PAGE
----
In my third novel, I am telling the story by switching between two first person perspectives: one from a female’s and the other still from Monty. It will be a challenge to keep their voices distinct, but again, I am not thinking in terms of gender. I am developing them in terms of who they are as humans and how they tackle their own issues as related to the case at hand.
Question: Okay, tell us the secret to putting so many interesting characters on the page. Nobody’s perfect, would you agree?
Christine Carbo: I think you just nailed the secret yourself. Nobody’s perfect, and I find characters more interesting when I explore what it is that makes them happy, scared, bothered, and angry, and what basically pushes them to the edge. In The Wild Inside, the park itself is the antagonist that pushes Ted to his edge. In Mortal Fall, it turns out to be his brother, circumstances from his childhood, and his failing marriage that haunt him.
Question: I mean this in the best way, but Mortal Fall takes its time. It’s not, well, breathless or over-excited. What’s your approach to pacing your stories? As with Ted Systead in The Wild Inside, it seems to me that the interior journey is at least as important to you as everything else. Thoughts?
Christine Carbo: I suppose it’s very subjective. I’m sure some readers will not like that “it takes its time,” and prefer the breathless approach and some will cherish it the way it is, but thank you for the appreciation of the pace. I do like the interior journey very much in detective stories and I know that Michael Connelly says that the best crime novels “are not about how a detective works on a case; they are how a case works on a detective.” I love the statement because I find that the mysteries I have enjoyed the most are the ones where the case and all it includes – the people, the community and the place in which the crime occurs – impact the detective in intriguing ways. The story sometime gains much more depth when the detective is affected as well. And sometimes, you just need to take your time when you’re exploring those depths.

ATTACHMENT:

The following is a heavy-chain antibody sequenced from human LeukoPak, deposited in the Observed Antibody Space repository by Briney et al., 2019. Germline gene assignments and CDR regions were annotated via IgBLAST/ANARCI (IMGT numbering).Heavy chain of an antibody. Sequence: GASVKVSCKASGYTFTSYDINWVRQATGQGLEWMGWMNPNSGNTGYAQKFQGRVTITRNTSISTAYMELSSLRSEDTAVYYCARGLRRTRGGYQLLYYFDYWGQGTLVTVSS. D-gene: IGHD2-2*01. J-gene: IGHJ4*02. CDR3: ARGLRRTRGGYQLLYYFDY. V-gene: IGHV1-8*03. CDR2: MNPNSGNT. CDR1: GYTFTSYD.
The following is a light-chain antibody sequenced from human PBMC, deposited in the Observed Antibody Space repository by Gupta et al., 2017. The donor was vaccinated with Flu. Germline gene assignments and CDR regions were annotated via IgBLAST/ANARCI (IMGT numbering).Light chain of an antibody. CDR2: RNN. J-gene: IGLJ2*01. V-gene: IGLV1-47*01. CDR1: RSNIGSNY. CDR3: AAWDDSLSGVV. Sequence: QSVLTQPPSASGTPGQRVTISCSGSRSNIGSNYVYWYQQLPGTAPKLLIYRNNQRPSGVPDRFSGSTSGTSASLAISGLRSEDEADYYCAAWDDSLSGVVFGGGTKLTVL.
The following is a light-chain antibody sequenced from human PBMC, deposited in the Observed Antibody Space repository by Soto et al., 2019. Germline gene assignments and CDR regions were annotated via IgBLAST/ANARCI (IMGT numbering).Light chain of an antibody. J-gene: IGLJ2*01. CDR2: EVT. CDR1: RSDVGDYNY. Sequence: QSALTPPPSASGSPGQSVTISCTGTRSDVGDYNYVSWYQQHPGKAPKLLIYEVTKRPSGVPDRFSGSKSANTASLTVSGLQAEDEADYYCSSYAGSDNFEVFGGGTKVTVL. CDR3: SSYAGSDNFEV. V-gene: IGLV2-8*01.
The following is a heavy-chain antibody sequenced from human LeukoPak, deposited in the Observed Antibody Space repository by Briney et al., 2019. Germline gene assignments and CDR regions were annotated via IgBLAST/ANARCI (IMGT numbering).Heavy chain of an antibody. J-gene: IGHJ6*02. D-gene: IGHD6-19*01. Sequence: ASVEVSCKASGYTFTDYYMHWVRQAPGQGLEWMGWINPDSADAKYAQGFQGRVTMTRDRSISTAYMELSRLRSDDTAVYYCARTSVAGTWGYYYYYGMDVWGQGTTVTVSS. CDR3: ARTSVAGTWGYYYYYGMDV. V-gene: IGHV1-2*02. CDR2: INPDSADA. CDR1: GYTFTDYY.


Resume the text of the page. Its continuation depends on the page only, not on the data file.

Question: Without giving away some of the issues at the heart of Mortal Fall, did you know going into the story that you’d pull in some non-wilderness, non-wildlife issues?
Christine Carbo: Yes, I did know. As I mentioned above, the wolverine was an afterthought when the editor asked me about more animals. I had already been gnawing at the idea of a fictional wilderness school for troubled teens close to the park. We have many in Montana, as I’m sure you do in Colorado. Utah is especially well known for wilderness schools where parents send their troubled teens. It’s a romantic notion about the west, I suppose, that perhaps stems from manifest destiny. “Go west, young man,” as if psychological issues can be cured by the fresh air, the ruggedness of the wild and a nice mountain view the way we thought agriculture and mining could solve many of the nation’s problems of poverty and unemployment characteristic of the big cities in the east in the nineteenth century. Many of these wilderness therapy schools are unregulated though, and some have been far from therapeutic. I thought it made for an intriguing story.